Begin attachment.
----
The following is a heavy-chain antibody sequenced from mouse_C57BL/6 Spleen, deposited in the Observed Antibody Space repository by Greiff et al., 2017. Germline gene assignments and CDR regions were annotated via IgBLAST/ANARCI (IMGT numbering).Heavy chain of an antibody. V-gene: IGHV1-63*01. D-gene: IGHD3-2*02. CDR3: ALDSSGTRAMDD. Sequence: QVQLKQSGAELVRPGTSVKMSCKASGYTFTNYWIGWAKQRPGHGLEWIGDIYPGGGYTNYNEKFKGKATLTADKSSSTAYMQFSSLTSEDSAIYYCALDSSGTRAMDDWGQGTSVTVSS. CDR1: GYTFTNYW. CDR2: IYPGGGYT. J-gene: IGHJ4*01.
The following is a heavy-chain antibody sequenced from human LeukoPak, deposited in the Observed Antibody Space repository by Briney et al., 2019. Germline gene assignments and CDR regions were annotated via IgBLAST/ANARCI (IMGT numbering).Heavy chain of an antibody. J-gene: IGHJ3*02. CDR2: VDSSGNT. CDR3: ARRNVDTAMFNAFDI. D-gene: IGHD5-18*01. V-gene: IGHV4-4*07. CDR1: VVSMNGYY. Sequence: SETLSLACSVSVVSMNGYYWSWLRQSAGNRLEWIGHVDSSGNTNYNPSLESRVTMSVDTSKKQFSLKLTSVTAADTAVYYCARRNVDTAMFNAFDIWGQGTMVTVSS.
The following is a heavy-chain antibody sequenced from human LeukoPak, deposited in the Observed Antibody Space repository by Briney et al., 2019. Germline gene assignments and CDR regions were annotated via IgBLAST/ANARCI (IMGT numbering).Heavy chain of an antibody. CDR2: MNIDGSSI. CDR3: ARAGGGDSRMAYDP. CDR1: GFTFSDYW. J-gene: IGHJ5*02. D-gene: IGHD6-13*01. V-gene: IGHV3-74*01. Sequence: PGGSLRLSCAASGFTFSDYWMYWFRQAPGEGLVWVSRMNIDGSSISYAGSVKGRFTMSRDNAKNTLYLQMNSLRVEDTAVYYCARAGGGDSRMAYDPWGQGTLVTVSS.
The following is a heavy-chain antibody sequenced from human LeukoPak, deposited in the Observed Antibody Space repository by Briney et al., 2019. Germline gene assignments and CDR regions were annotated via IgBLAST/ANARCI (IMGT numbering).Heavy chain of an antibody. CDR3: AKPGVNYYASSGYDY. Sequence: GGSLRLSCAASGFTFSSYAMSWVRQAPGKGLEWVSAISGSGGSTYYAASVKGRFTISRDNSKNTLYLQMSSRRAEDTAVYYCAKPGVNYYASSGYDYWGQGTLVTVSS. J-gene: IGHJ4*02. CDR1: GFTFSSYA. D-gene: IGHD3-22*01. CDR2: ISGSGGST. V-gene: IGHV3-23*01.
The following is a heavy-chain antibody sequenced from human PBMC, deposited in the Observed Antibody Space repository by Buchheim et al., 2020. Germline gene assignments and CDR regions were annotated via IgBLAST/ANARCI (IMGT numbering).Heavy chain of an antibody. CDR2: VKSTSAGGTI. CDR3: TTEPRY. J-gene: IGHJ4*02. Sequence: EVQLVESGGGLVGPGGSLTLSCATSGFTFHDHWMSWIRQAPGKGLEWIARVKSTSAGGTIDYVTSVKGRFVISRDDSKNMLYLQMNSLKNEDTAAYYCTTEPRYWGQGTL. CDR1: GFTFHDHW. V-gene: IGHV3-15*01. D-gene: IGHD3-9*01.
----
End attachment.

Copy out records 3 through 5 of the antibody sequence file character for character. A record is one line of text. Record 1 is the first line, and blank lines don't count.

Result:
The following is a heavy-chain antibody sequenced from human LeukoPak, deposited in the Observed Antibody Space repository by Briney et al., 2019. Germline gene assignments and CDR regions were annotated via IgBLAST/ANARCI (IMGT numbering).Heavy chain of an antibody. CDR2: MNIDGSSI. CDR3: ARAGGGDSRMAYDP. CDR1: GFTFSDYW. J-gene: IGHJ5*02. D-gene: IGHD6-13*01. V-gene: IGHV3-74*01. Sequence: PGGSLRLSCAASGFTFSDYWMYWFRQAPGEGLVWVSRMNIDGSSISYAGSVKGRFTMSRDNAKNTLYLQMNSLRVEDTAVYYCARAGGGDSRMAYDPWGQGTLVTVSS.
The following is a heavy-chain antibody sequenced from human LeukoPak, deposited in the Observed Antibody Space repository by Briney et al., 2019. Germline gene assignments and CDR regions were annotated via IgBLAST/ANARCI (IMGT numbering).Heavy chain of an antibody. CDR3: AKPGVNYYASSGYDY. Sequence: GGSLRLSCAASGFTFSSYAMSWVRQAPGKGLEWVSAISGSGGSTYYAASVKGRFTISRDNSKNTLYLQMSSRRAEDTAVYYCAKPGVNYYASSGYDYWGQGTLVTVSS. J-gene: IGHJ4*02. CDR1: GFTFSSYA. D-gene: IGHD3-22*01. CDR2: ISGSGGST. V-gene: IGHV3-23*01.
The following is a heavy-chain antibody sequenced from human PBMC, deposited in the Observed Antibody Space repository by Buchheim et al., 2020. Germline gene assignments and CDR regions were annotated via IgBLAST/ANARCI (IMGT numbering).Heavy chain of an antibody. CDR2: VKSTSAGGTI. CDR3: TTEPRY. J-gene: IGHJ4*02. Sequence: EVQLVESGGGLVGPGGSLTLSCATSGFTFHDHWMSWIRQAPGKGLEWIARVKSTSAGGTIDYVTSVKGRFVISRDDSKNMLYLQMNSLKNEDTAAYYCTTEPRYWGQGTL. CDR1: GFTFHDHW. V-gene: IGHV3-15*01. D-gene: IGHD3-9*01.